Have you ever thought about how you treat your cleaner?

(76 Posts)
Looobyloo Sun 07-Feb-16 10:33:07

Just reading a book about a woman who has everything, big house, loads of money then loses it all & takes up cleaning to make ends meet. She reflects on how she's treated her past cleaners as some of her clients aren't very nice.
I'm a self employed cleaner & have had many clients over the years & most have been great. Though I've had a few strange ones. Including a couple who made a drink In front of me & didn't offer me one on boiling hot day & I was there for 3 hours. Another client would never make me a drink but would offer any other visitor, handyman, computer guy, plumber etc one straight away. One husband could barely look at me, his wife was so lovely though.
I have one at the moment who is driving me mad. She's in & out of the room I'm cleaning, tidying up, saying little comments telling me what to do, when I go in another room she'll come in & ask if I'm alright! I feel she's trying to undermine me although I'm a bloody cleaner for goodness sake. Anyway she's getting my notice this week!

So all you with cleaner how do you view, treat them. Be honest.

Toocold Sun 07-Feb-16 10:35:56

I don't have one, but would like to think I would be nice, can I please ask what book you are reading? It sounds interesting and I am looking for something to read, not the answer you were after, sorry!

MrsCampbellBlack Sun 07-Feb-16 10:36:55

I treat my cleaner well.

mangocoveredlamb Sun 07-Feb-16 10:37:46

I could not be without my cleaner and I am eternally grateful that she still agrees to come and clean our house despite our messiness.
I always leave out tea and biscuits for her (she come while I'm at work) and I assume she doesn't feed them to the dog.
She is so nice and if I'm ever in we have a good chat.
I prioritise the cleaner money over other treats because experience has told me that I won't do it!

dementedma Sun 07-Feb-16 10:37:52

Wish I could afford a cleaner!

StealthPolarBear Sun 07-Feb-16 10:39:50

I'm rarely there but when I am I offer coffee. Don't clock watch. I asume (hope) treat her like anyone else, colleague rather than friend I suppose.
It helps that I am not fussy what / how she cleans, when she goes rhe place looks so much better than when she arrived and that's all I really care about.

ShinyShinyShiny Sun 07-Feb-16 10:40:36

I am so grateful for our cleaner and I hope she realises this. I always leave coffee out for her or make her several cups if I'm working from home. I buy her something nice at Christmas and thank her every time I see her. I hope she feels appreciated as she really is!

bibbitybobbityyhat Sun 07-Feb-16 10:41:20

I am very considerate with my cleaners. I am often in the house when they come but they are invited to help themselves to any drinks I have at any time.

Sadly, I had to part ways with my last cleaner because she spent sooooo much of her time here chatting to me. I heard all about her personal problems and she spent a lot of time on the phone to her mum and her daughter while she was here. In the end I didn't feel I was getting the three hours work I was paying her for.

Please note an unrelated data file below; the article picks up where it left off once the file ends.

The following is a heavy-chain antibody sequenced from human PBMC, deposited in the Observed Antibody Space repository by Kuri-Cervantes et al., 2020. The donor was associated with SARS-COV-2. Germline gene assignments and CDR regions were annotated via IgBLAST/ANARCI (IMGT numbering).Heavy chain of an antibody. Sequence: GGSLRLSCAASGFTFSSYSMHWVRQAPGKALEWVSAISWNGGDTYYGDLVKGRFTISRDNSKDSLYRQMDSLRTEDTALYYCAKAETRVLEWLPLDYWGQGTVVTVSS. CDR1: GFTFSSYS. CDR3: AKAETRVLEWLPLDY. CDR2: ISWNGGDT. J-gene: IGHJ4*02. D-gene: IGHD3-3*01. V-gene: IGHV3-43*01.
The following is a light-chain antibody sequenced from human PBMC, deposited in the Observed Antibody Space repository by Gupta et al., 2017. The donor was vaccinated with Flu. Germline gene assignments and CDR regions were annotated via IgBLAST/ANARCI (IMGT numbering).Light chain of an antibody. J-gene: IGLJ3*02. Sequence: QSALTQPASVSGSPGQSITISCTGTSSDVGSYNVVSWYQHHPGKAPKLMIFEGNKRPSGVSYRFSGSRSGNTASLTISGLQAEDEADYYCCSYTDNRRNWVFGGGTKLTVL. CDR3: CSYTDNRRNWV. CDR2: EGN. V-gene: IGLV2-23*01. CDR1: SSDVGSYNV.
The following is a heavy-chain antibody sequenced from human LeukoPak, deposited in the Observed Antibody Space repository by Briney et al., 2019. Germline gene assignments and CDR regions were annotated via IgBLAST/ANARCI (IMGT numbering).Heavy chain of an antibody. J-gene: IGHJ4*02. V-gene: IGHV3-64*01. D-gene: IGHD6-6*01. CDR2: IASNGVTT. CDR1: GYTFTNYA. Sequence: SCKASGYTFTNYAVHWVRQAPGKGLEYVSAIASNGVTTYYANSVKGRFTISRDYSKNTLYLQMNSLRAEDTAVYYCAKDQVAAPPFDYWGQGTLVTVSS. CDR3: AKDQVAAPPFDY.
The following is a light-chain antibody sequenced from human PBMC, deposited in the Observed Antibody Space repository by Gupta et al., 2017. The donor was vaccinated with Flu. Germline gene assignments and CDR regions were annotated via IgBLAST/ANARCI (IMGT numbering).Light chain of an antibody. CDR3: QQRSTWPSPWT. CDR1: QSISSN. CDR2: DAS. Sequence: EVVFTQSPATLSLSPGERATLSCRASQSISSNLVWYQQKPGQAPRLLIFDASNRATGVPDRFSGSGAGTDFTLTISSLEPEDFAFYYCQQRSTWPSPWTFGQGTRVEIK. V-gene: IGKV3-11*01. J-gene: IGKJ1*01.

StealthPolarBear Sun 07-Feb-16 10:43:00

I don't leave coffee out as I try to leave surfaces as clear as they ever get here smile I told her right at the start she should help herself and hope she does, that goes for any cake /biscuits lying about too.
Dh and I whizz round he night before tidying up and making sure he place is mostly fit for her to come in and clean. Toilets respectable etc (dc sometimes don't flush! !)

Theendispie Sun 07-Feb-16 10:44:49

I have always been very nice to my cleaners and paid them when I'm on hols and given them a Christmas bonus. One in particular didn't name anyone but did tell me a few horror stories including how one client used to give her old knickers to use as cleaning cloths!

I took my last cleaner who was with me for about 5 years out to dinner when she handed her notice in. I haven't replaced her because I have more time now and she did feel irreplaceable.

ThroughThickAndThin01 Sun 07-Feb-16 10:46:20

I hope I treat her well. I tend to leave her to it. Never comment, except to say thank you very much every week. I give her an extra weeks pay at christmas and when she goes on holiday. She can take as much time off as she wants, normally a 3 or 4 week block a couple of times a year when she visits her home country. She is incredibly reliable, and been with us a very long time.

WhirlwindHugs Sun 07-Feb-16 10:47:47

I wasn't very good at having a cleaner, we ended up chatting loads (she was lovely!) because it was nice to have adult company but I was suposed to be getting on with other stuff really!

museumum Sun 07-Feb-16 10:49:31

I would love to have a cleaner but just feel too awkward. I work from home so I'd be there but I know I'd be totally distracted and seem cold - I hate interruptions when I'm working. I rarely stop for tea myself so am always antsy and desperate to get back to my computer if I have to make cuppas for anyone else.

HermioneWeasley Sun 07-Feb-16 10:49:47

I hope we treat ours well - always offer a drink and biscuits when she arrives. Then stay out of her way. Give her a week's pay at Christmas.

I think we must be OK because she's really popular and has brought on a few other cleaners to work for her, but has kept doing us herself.